The Harvard women’s basketball team will look to extend its winning streak to four games this Friday in Ann Arbor, Mich., where the Crimson (3-1) will face the University of Michigan (3-1) for the first time in program history.
The matchup against the Wolverines comes as part of a two-game Michigan road trip that will end the following day when Harvard plays Eastern Michigan (1-2) at the EMU Convocation Center in Ypsilanti, Mich.
“We’re facing two opponents we’ve never faced before which is good for us in the sense that they don’t know much about us either,” co-captain Emma Golen said. “We definitely have a lot of momentum going in to play two big schools in bigger arenas in front of a lot of people. We’re pretty confident right now and excited to go on the road.”
The Crimson has built that momentum with three straight victories against North Dakota, BYU, and Holy Cross, the last of which came on Tuesday when Harvard topped the Crusaders, 80-62.
Michigan comes into the battle just as hot after a resounding 72-29 win over Seton Hall on Monday. The game set a new NCAA-era program record for fewest points allowed. The Wolverines have held opponents to an average of 50.8 points per game while averaging 61.
The starting squad that helped rout Seton Hall was made up of five players who have started every game for Michigan: guards Brenae Harris, Jenny Ryan, Nicole Elmblad, and Kate Thompson, and forward Rachel Sheffer.
Sheffer has led the team in scoring this season with an average of 16.3 points per game and double-digit performances in all four contests thus far. The senior has made 59 percent of her field goal attempts and 56 percent of her three-pointers. She has also grabbed 24 defensive rebounds and handed out 12 assists.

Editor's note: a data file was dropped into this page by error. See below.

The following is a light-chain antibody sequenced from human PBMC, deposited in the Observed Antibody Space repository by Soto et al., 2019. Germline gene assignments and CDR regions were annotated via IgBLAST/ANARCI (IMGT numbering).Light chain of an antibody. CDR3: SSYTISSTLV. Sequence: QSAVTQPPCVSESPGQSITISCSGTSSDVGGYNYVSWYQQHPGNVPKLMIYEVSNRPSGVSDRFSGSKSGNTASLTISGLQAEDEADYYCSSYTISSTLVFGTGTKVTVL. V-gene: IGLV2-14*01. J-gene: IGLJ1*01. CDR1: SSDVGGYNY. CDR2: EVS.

Second in scoring for the Wolverines is Thompson, who has netted an average of 14 points per game and hit 14 treys this season. The senior drilled five threes against Seton Hall en route to a career-best 19 points.
At 6’4”, the guard also leads the team in blocks, with eight. Her height poses an issue for the Crimson, who only has two players above 6’1”: forward Temi Fagbenle, who matches Thompson at 6’4”, and 6’2” forward Marissa Brock, who has yet to see game action this season.
Harvard arrives at Michigan's Crisler Center looking to earn its best start since the 2004-05 season with a win over the Wolverines.
Against the Crusaders Tuesday, Harvard began slow, trading off leads until a third three by Crimson guard Christine Clark put her team up, 15-12, with 10:38 remaining in the first period. From there, Harvard retained the lead for the rest of the game and defeated Holy Cross, 80-62, helped in large part by a big night from Clark. The junior finished the affair with a season-best 25 points on 9-for-17 shooting from the floor and 3-for-4 behind the arc.
“[Clark] was great [Tuesday],” Golen said. “I think a big thing for her was she played extremely smart, she ran the defense really well, [and] she didn’t try to do too much.”
Clark has led the team in scoring this season with an average of 18.8 points per game. She boasts a perfect foul shot percentage, hitting all 13 this year, and has made 50 percent of her field goals.
“She’s just a better player now,” said Harvard coach Kathy Delaney-Smith of Clark. “She’s older, she’s more experienced, she makes better decisions, and she’s a very talented player.”
Junior Missy Mullins was second for the team in scoring Tuesday with 13 points. She was the only other player to score in double digits. The bench as a whole contributed heavily to the win, adding 32 points as a group.
“This makes me so happy,” said Golen of the bench's play. “They come to practice every day and work just as hard as everyone else.... I think that everyone that played [Tuesday] and got into the game played phenomenally.”
The win was a group effort, with seniors Victoria Lippert and Golen each scoring nine points, and co-captain Miriam Rutzen, sophomore forward Erin McDonnell, and Fagbenle adding six each.
Thus far, all but three players on the Crimson roster have seen game action as the team gains a better sense of how to play together.
“It takes some time to transition and connect with each other,” Delaney-Smith said. “I like where we are right now, but there’s lots of work to be done.”